In this work, the authors add an observation from the previous studies on beta-thalassemia. The study on alpha-thalassemia is done. Analysis on the clinical association of alpha-thalassemia is done and reported. Of interest, the present study shows an observation that is discordant with the previous reports on beta-thalassemia,[1],[2] no resistant nature of alpha-thalassemia 1 carrier to COVID-19. In fact, the earlier publication stated that if infected with COVID-19, a case with an underlying alpha-thalassemia condition could easily evolve into a severe clinical problem.[12] As a result, the actual COVID-19 data in the thalassemia situation may not agree with previously offered hypothetical solutions.[2],[11] In fact, a recent study from Italy, where thalassemia is also extremely prevalent, demonstrated that people with underlying hereditary red blood cell problems, such as thalassemia, are susceptible to developing serious illness. In individuals with an underlying hemoglobin disease, the first asymptomatic COVID-19 instance developed serious clinical issues and required hospitalization.[12] The lack of a link in our study may indicate that there are numerous confounding factors that can alter how SARS-CoV-2 infection manifests in a patient with underlying thalassemia even while there is no direct correlation between the two.

The epidemiology of COVID-19 is distinct and influenced by a variety of factors.[13] The situation changes with time, and it is important to remember the impact local disease control measures have.[13] The concomitant medical condition could impact inflammatory pathways or other pathophysiology aspects of COVID-19.[14],[15] In addition, the pattern of COVID-19 may be impacted by personal medication.[16] The exact interrelationship between thalassemia and COVID-19 is an interesting issue for further studies in clinical hematology. Furthermore, further studies on other common genetic hematological disorders such as hemoglobinopathies are recommended.


  Conclusion Top


Based on the present analysis, no significant correlation between alpha-thalassemia 1 carrier prevalence and incidence of COVID-19 is observed.

Financial support and sponsorship

Nil.

Conflicts of interest

There are no conflicts of interest.



 
  References Top

1.
Lansiaux E, Pébaÿ PP, Picard JL, Son-Forget J. COVID-19: Beta-thalassemia subjects immunised? Med Hypotheses 2020;142:109827.  Back to cited text no. 1
    
2.
Drouin E. Beta-thalassemia may protect against COVID 19. Med Hypotheses 2020;143:110014.  Back to cited text no. 2
    
3.
Monzon CM, Fairbanks VF, Burgert EO Jr, Sutherland JE, Elliot SC. Hematologic genetic disorders among Southeast Asian refugees. Am J Hematol 1985;19:27-36.  Back to cited text no. 3
    
4.
Winichagoon P, Thonglairuam V, Fucharoen S, Tanphaichito VS, Wasi P. Alpha-thalassemia in Thailand. Hemoglobin 1988;12:485-98.  Back to cited text no. 4
    
5.
Prevention and control of thalassemia in obstetric practice. Srinagarind Med J 2007;22:471-6.  Back to cited text no. 5
    
6.
Kariuki SN, Williams TN. Human genetics and malaria resistance. Hum Genet 2020;139:801-11.  Back to cited text no. 6
    
7.
Tienthavorn V, Pattanapongsthorn J, Charoensak S, Sae-Tung R, CharoenkwanP, Sanguansermsri T. Prevalence of thalassemia carriers in Thailand. Thai J Hematol Transf Med 2006;16:307-12.  Back to cited text no. 7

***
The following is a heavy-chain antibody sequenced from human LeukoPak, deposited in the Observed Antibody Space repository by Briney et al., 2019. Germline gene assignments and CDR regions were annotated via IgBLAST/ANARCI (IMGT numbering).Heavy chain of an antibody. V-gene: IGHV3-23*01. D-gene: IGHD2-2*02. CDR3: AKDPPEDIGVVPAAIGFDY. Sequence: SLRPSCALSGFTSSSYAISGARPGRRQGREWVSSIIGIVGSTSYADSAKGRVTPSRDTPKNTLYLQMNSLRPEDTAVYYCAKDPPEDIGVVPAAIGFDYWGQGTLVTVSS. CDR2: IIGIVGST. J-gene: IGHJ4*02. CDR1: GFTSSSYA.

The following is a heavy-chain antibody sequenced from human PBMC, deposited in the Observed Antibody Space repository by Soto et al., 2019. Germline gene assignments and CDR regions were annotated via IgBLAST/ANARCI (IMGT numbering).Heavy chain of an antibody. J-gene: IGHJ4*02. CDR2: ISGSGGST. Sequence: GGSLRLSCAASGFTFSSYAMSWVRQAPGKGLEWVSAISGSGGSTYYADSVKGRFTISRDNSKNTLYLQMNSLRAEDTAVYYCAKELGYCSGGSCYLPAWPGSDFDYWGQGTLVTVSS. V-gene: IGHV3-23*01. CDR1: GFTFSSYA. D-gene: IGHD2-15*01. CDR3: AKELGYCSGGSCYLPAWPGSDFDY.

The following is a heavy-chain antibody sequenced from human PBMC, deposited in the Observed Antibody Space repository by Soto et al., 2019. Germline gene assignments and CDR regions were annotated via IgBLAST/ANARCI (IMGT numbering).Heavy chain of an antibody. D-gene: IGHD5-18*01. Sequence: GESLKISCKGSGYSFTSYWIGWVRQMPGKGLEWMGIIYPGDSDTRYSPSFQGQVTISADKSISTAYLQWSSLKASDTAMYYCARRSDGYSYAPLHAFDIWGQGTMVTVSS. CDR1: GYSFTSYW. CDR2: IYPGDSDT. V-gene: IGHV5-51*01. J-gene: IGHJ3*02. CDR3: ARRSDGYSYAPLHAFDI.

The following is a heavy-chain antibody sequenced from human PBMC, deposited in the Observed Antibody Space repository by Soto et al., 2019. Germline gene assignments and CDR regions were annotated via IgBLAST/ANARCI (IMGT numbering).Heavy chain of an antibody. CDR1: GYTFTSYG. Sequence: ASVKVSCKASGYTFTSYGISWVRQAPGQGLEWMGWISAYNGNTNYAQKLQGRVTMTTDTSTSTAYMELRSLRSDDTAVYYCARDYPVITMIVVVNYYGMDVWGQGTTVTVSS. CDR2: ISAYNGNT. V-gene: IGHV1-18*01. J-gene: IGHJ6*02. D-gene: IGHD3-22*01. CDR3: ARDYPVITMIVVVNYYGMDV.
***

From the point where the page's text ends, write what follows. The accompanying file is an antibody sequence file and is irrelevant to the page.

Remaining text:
8.
Papadopoulos KI, Sutheesophon W, Manipalviratn S, Aw TC. A Southeast Asian perspective on the COVID-19 pandemic: Hemoglobin E (HbE)-Trait confers resistance against COVID-19. Med Sci Monit Basic Res 2021;27:e929207.  Back to cited text no. 8
    
9.
Mungmunpuntipantip R, Wiwanitkit V. Coagulation abnormalities Due to COVID-19 in a Child with thalassemia: Correspondence. Indian J Pediatr 2021;88:736.  Back to cited text no. 9
    
10.
Sotiriou S, Samara AA, Vamvakopoulou D, Vamvakopoulos KO, Sidiropoulos A, Vamvakopoulos N, et al. Susceptibility of β-Thalassemia heterozygotes to COVID-19. J Clin Med 2021;10:3645.  Back to cited text no. 10
    
11.
Motelow JE, Kahn S, Wilson PT. COVID-19 mortality in a pediatric patient with hemoglobin SC disease and Alpha-Thalassemia trait. Case Rep Crit Care 2021;2021:6617362.  Back to cited text no. 11
    
12.
de Sanctis V, Canatan D, Corrons JL, Karimi M, Daar S, Kattamis C, et al. Preliminary data on COVID-19 in patients with hemoglobinopathies: A multicentre ICET-A study. Mediterr J Hematol Infect Dis 2020;12:e2020046.  Back to cited text no. 12
    
13.
Chen N, Zhou M, Dong X, Qu J, Gong F, Han Y, et al. Epidemiological and clinical characteristics of 99 cases of 2019 novel coronavirus pneumonia in Wuhan, China: A descriptive study. Lancet 2020;395:507-13.  Back to cited text no. 13
    
14.
Ali Saad K, Younus Jasim A. Serum levels of interleukin 6, ferritin, C reactive protein, lactate dehydrogenase, D dimer, and count of lymphocytes and neutrophils in COVID 19 patients: Its correlation to the disease severity. Biomed Biotechnol Res J 2021;5:69.  Back to cited text no. 14
    
15.
Al-Muhana IR, Ahmed MM, Al-Muhana IR, AL-Hasan BA. Impact of proinflammatory cytokines: (Interleukin 6, Interleukin 1α, and Interleukin 1β) on biochemical parameters in severe acute respiratory syndrome coronavirus 2 patients in Iraq. Biomed Biotechnol Res J 2022;6:170-4  Back to cited text no. 15
    
16.
Verma T, Sinha M, Bansal N, Yadav SR, Shah K, Chauhan NS. A review on coronavirus disease and potentially active drugs targeting coronavirus. Biomed Biotechnol Res J 2021;5:110.  Back to cited text no. 16